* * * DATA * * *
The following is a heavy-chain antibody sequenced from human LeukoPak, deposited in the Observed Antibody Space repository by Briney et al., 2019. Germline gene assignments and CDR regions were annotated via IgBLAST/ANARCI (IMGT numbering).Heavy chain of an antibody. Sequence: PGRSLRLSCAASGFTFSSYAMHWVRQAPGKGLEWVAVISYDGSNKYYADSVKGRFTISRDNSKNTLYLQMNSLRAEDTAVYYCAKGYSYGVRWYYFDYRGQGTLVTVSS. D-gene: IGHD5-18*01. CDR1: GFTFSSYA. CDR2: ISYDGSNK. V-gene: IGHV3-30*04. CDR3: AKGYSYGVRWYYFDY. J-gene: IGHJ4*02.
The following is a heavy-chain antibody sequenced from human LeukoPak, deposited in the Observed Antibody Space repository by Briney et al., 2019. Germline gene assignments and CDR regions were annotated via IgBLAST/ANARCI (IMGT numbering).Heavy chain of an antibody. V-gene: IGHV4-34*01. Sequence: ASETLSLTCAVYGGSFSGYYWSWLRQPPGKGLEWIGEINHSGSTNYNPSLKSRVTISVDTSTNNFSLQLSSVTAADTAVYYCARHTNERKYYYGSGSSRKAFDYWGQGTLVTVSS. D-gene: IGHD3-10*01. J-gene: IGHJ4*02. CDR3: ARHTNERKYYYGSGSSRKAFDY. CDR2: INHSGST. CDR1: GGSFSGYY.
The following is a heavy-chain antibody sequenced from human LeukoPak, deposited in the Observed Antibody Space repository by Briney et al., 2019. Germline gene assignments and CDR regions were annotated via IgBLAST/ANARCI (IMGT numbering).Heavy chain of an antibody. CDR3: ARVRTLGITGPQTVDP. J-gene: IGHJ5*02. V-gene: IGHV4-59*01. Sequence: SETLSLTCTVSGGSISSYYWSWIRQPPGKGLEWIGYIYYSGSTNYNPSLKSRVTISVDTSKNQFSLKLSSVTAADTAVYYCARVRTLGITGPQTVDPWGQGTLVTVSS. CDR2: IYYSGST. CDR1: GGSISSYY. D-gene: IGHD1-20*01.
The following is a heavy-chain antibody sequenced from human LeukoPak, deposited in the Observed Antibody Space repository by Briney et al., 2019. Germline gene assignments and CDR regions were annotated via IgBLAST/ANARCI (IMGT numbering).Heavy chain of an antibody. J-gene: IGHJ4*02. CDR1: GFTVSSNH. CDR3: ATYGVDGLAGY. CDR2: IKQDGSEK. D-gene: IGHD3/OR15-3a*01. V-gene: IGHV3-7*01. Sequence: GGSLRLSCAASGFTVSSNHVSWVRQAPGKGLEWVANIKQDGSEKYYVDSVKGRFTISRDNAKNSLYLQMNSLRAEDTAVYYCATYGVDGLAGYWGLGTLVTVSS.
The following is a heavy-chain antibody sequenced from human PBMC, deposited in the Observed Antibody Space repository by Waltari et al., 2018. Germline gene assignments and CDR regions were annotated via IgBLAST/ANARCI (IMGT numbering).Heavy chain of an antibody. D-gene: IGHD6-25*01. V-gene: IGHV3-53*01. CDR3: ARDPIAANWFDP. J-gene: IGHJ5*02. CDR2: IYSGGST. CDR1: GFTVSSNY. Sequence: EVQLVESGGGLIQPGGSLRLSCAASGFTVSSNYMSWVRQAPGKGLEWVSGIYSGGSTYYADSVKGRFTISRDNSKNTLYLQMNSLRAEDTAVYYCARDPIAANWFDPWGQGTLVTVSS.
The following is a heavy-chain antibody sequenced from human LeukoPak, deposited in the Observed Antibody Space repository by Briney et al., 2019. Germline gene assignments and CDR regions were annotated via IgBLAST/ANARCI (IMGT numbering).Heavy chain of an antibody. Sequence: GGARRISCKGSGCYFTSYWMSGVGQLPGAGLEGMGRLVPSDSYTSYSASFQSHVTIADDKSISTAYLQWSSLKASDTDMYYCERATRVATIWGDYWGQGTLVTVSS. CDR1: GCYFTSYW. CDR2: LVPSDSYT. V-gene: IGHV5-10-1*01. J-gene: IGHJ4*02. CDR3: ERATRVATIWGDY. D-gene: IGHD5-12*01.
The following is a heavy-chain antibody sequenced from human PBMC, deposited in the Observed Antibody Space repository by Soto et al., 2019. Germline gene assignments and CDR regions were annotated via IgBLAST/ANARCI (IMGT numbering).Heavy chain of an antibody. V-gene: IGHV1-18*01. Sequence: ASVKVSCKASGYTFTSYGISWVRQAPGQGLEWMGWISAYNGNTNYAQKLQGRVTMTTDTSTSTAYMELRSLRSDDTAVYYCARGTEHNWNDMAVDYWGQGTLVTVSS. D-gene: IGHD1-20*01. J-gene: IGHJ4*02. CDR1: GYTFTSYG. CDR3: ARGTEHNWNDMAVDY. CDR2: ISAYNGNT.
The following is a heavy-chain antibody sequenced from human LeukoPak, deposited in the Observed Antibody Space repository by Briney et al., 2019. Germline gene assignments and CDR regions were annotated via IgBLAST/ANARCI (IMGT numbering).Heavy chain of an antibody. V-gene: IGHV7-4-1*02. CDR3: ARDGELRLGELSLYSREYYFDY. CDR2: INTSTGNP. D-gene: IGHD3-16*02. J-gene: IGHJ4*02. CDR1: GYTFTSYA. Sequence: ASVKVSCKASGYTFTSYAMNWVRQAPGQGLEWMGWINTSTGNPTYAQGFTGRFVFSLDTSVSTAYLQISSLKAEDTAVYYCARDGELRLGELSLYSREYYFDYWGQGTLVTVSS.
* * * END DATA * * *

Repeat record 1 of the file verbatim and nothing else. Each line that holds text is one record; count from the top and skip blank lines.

The following is a heavy-chain antibody sequenced from human LeukoPak, deposited in the Observed Antibody Space repository by Briney et al., 2019. Germline gene assignments and CDR regions were annotated via IgBLAST/ANARCI (IMGT numbering).Heavy chain of an antibody. Sequence: PGRSLRLSCAASGFTFSSYAMHWVRQAPGKGLEWVAVISYDGSNKYYADSVKGRFTISRDNSKNTLYLQMNSLRAEDTAVYYCAKGYSYGVRWYYFDYRGQGTLVTVSS. D-gene: IGHD5-18*01. CDR1: GFTFSSYA. CDR2: ISYDGSNK. V-gene: IGHV3-30*04. CDR3: AKGYSYGVRWYYFDY. J-gene: IGHJ4*02.